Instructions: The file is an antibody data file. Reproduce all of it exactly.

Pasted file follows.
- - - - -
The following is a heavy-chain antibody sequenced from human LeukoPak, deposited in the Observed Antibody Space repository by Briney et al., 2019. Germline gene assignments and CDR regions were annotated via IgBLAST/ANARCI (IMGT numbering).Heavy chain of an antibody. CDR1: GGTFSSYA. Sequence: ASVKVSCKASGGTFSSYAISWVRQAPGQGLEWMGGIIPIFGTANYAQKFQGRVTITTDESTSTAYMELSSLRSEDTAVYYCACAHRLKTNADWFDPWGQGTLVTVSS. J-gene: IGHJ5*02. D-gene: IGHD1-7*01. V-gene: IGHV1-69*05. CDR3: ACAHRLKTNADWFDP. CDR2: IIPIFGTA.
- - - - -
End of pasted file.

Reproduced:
The following is a heavy-chain antibody sequenced from human LeukoPak, deposited in the Observed Antibody Space repository by Briney et al., 2019. Germline gene assignments and CDR regions were annotated via IgBLAST/ANARCI (IMGT numbering).Heavy chain of an antibody. CDR1: GGTFSSYA. Sequence: ASVKVSCKASGGTFSSYAISWVRQAPGQGLEWMGGIIPIFGTANYAQKFQGRVTITTDESTSTAYMELSSLRSEDTAVYYCACAHRLKTNADWFDPWGQGTLVTVSS. J-gene: IGHJ5*02. D-gene: IGHD1-7*01. V-gene: IGHV1-69*05. CDR3: ACAHRLKTNADWFDP. CDR2: IIPIFGTA.